If you haven't watched it, it's basically about four female friends, three who are set financially and one who's barely getting by. The most compelling scene is when the friends are gathered for dinner and Olivia, a former schoolteacher played by Jennifer Aniston, announces that she has started working as a maid. A few moments later Franny, played by Joan Cusack, says she and her husband will be making a $2 million donation to their child's elementary school. When another friend asks why Franny doesn't just give the money to Olivia, everyone laughs uncomfortably and the subject is changed.

It seems as if money is talked about with such discomfort; it's like it's so taboo. My friend, why is that? What kind of stronghold does money have over people. Is it truly everything? One thing I've noticed is that the mere thought of money can turn a person selfish, to the point that one cares less about others and prefers to be alone in life. We've all done it. Yes, you've done it! Think about it, it makes sense. Why wouldn't you feel like Rick James, and proclaim to the world, "I'm rich bitch!"

While doing some research online, I discovered on a website called that there was a series of online experiments and researchers found that money enhanced people's motivation to achieve their own goals and degraded their behavior towards others. They suggested that the concept of money, makes a person feel more self-sufficient and thus more apt to stand alone. The scientists said the study had nothing to do with making a person feel wealthy. When real or fake money, or even a photo of cash, was placed in sight of participants, they became selfish. What about you?

Do you become selfish when money is in your sights? Are you attached to money? Even a little? As an college student who grew my business from nothing to over $200 a week in revenue, I’ve learned some really important lessons about money along the way. One of the most important for me is the idea that money has any meaning you assign to it. So, first think about how you experience money in your world today. Before technology took over, you probably saw more of your money. Now, it’s very rare to see even a small percentage of your money—it’s become even more of an abstraction. Whether your money exists as coins clinking in your purse, bills crumpled in your pocket, stacks lined up neatly in your wallet, or bits and bytes traveling through the market, it only has the value that you assign to it.

Included in this assignment of the value of money, is the signing of tremendous meaning and emotion. To some, money is simply energy. To others, having more money means having more power. Some people feel that if someone else gives them money, then they owe the other person something. Some people feel wealthy even though they are living below the poverty line. Others, who are drenched in tens and even hundreds of thousands, hell, even millions, feel like they don’t have enough.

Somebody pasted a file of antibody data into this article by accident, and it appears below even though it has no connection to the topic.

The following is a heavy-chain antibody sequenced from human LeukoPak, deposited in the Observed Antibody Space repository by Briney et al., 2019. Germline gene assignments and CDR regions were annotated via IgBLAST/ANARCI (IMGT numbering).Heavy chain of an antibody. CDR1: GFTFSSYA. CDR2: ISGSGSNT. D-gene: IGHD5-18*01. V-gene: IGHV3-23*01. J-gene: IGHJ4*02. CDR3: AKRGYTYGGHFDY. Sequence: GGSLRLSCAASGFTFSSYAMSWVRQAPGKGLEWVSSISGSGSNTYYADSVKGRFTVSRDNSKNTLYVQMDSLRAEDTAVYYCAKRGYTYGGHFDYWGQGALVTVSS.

So, where do you stand? My friend this is only Week 1 of the Million Dollar Project Here is the first exercise that have helped me to understand that money takes on whatever meaning I assign to it. Once I really understood this idea, I realized that the meanings I had assigned to money were controlling my emotional responses to it. Once I got a handle on my emotions associated with money, I got a handle on getting as much money as I needed to do whatever it was I wanted to do.

Exercise 1: What does money mean to you?
Make a list of what money means to you and be brutally honest with yourself. No political correctness here. How you feel about money is what drives your behavior, so if money represents evil, greed and the worst of society, then you’re going to have a problem making it. Whereas, if money represents freedom, comfort, choice, security, and philanthropy, those are positive attitudes that can open up your own personal financial floodgates. Simply subscribe to this blog and post your answer in the comments field.

My friend, this completes Week 1 of the Million Dollar Project. I want to leave you with a statement to say over the next 48 hours: Money doesn't make me, I make money! Freakish? Just say it, and write in the comments how it made you feel. Again, this is the Million Dollar Project and I am challenging 1,000,000 people to donate just 1 dollar, (you can do more if you would like to) so if you believe that this blog will benefit you in some way, shape or form, is it too much for this stranger to ask you to click on the donate button and donate one measley dollar to this cause? Think about this, how do you feel about this? (Document) If you are not yet comfortable doing so, can you at least get two others to read my blog. Thank you very much for your participaton. Next Post will be in 72 hours. Week 2 promises to be explosive so have your comments posted.